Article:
During my late teens my father began revealing much of the hidden aspects of his lifestyle to me. I lived with him again when I was a senior in high school and when I’d get up to go to school in the morning, he and his boyfriend would just be getting home from partying all night. My dad worked 2nd shift, so he’d sleep for awhile when he arrived home from work. I never understood why he chose to do all this. He had a great job, a boyfriend, a nice house and a daughter who really loved him. Why did he need to be doing any kind of drugs? Why did he need to go out drinking all night? Why did they need to go pick up other men? One morning I was shocked to come across teen that was my age, smoking on our couch. He joked that he was picked up by my father and his boyfriend. He was going to clean the house to cover the bar tab from the night before. At this point I was growing tired of all of the nonsense and I decided to move out on my own with a man I ended up marrying. Poor decision, but I was desperate.
While I was in college, my dad appeared to be going downhill physically and emotionally. Every time I was visiting him, someone was coming over to pick “something” up (drugs). My dad appeared sickly thin, and his face became emaciated. He didn’t call me much, but one time burned in my memory was when he asked me to go pick him up from a party on the lake, about an hour away. When I arrived, I realized it was this huge resort out in the middle of nowhere. My father showed me the flier for it, which advertised a huge party for gay men. This was the first time I had ever seen or heard of these parties, I can summarize them as “incredibly deplorable sex parties”. A friend of my father, who spoke to me poolside while I waited for my dad to gather his things, explained some of it casually. At this time I knew my dad had HIV, yet he still knowingly participated in these things. Yes, they are all adults and can make choices, but many of these men, who knowingly have HIV and other STDs, put others at risk. There are also married straight men, who I was told, come to these. So, it doesn’t just affect the gay community, it affects much of society.
My father became very ill when I was in my early 20s and was hospitalized. At this time I realized my dad had another man living with him (as well as his boyfriend he had for 5 years). It was obvious that my dad’s boyfriend was with this man, and they moved on, since my dad was now so sick. I went to visit him frequently, and after a couple of weeks, he recovered enough to go home. He started driving to Chicago to get new HIV medications, which made him even sicker. He was too tired from the medications to work anymore, and had to retire. He was only in his early 50s, yet he had the body of a 90 year old man. I felt so helpless, yet could do nothing. He wanted to continue living with his boyfriend (and his boyfriend). I moved to Arizona the next year.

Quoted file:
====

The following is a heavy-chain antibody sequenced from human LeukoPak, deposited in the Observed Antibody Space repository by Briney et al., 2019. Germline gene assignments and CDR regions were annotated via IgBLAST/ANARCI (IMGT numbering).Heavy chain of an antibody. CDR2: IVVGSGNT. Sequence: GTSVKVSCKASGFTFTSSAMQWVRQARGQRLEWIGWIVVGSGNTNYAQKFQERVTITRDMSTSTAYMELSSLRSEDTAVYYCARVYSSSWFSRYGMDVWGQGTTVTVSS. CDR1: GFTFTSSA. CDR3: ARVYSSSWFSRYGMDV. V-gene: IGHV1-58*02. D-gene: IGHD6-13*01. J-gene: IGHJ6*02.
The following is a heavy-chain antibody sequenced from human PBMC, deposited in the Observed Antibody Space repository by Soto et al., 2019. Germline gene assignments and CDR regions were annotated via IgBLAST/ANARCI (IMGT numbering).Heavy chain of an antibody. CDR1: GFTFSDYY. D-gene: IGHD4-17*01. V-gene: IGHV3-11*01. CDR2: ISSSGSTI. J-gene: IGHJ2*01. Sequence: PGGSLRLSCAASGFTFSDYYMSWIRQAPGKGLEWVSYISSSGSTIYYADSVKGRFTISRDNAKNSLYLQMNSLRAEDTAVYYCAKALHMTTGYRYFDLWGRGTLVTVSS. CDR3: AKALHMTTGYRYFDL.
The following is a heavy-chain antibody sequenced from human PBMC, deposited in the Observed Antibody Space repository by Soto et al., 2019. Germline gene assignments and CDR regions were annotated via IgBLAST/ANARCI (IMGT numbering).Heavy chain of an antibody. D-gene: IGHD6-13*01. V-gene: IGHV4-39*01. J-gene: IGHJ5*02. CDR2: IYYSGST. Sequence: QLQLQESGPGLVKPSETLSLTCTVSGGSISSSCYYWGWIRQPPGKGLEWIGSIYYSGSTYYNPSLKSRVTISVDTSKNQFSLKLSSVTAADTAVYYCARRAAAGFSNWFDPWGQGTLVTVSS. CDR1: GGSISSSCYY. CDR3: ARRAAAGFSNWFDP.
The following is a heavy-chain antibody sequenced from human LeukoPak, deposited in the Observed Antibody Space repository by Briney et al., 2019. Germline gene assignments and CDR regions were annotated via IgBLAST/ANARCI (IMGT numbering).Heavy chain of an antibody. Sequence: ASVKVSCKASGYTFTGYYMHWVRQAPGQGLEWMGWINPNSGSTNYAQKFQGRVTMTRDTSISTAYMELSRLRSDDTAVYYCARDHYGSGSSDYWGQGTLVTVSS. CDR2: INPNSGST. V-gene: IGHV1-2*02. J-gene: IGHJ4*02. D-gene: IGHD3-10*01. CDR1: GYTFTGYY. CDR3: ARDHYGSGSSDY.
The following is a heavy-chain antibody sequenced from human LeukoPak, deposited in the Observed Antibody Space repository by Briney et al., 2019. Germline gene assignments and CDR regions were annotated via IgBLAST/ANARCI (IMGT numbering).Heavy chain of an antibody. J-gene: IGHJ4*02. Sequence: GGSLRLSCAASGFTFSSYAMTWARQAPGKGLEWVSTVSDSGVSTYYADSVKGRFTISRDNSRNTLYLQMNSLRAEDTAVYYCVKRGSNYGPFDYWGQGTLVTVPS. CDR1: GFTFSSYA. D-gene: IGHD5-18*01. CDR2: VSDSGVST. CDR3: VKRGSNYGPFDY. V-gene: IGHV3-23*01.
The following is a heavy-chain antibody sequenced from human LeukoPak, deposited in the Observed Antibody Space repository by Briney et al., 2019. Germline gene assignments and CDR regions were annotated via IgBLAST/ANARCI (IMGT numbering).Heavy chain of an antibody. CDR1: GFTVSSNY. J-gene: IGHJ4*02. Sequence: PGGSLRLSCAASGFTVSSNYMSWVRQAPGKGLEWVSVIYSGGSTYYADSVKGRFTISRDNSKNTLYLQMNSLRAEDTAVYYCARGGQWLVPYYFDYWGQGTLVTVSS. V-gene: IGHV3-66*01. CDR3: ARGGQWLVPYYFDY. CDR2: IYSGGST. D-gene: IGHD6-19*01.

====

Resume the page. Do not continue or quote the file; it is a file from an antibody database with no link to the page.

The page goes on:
After a few months of living in AZ my father came out to visit me. He took a shower at my home and the tub was filthy after. It appeared as though he had not showered in awhile. He was so unaware of what was going on around him I was surprised he made it on the flight to get to me. I let him rest; he was used to staying up all night and sleeping all day. We went out to eat a few times. It was so sad. This was no longer my dad. He was dead already. His lifestyle had destroyed him and created a living hell on Earth for him. He never complained, but you could tell he was suffering, and had been for some time. When he’d call his boyfriend each night, they were having a party at his house. I felt bad for him. I even offered my home to him, but he couldn’t stay.
I went back for Christmas to visit. We watched TV together for awhile and ate some Chinese take out. He gave me the biggest hug when I left. That was the last time that I saw him alive. That March I received the phone call while I was teaching from his boyfriend that my father had passed away. He passed out, high on meth, in his hot tub and drowned. He was 52 years old. I was in my first full year teaching and had to fly to Michigan to plan my father’s funeral basically by myself.
Even after his death, I still supported homosexuality for a few years. Once I came back to the Catholic Church God opened my eyes to see it all for what it truly is. I could now honestly look back on my childhood experience with the gay lifestyle and say how damaging it is for everyone; the gay man, his family, his friends, his society. I’m sure there are gay men who don’t participate in the things my dad had, but I have met more celibate men who struggle with same sex attraction. I still love and honor my dad, or I wouldn’t be praying for him.
I pray for him every night because I know he was severely depressed and lost. I remember him telling me that he didn’t believe in gay marriage, because it’s a Sacrament in the Church. Toward the end, I really think he understood the mistakes that he made. I believe he was no longer participating in that life of destruction, but was living with the depression from the realization of what he had done. My father’s choices portray an example of where this lifestyle leads; addiction, depression, and self destruction.
My childhood of dysfunction has lead me to become an adult seeking orthodoxy. I know the effects of choosing the path away from what God intended. After my annulment from my first dysfunctional marriage, I received more counseling, married and came back to the Catholic faith. My husband converted and now we have 6 beautiful children. It’s been 10 years since my father passed away.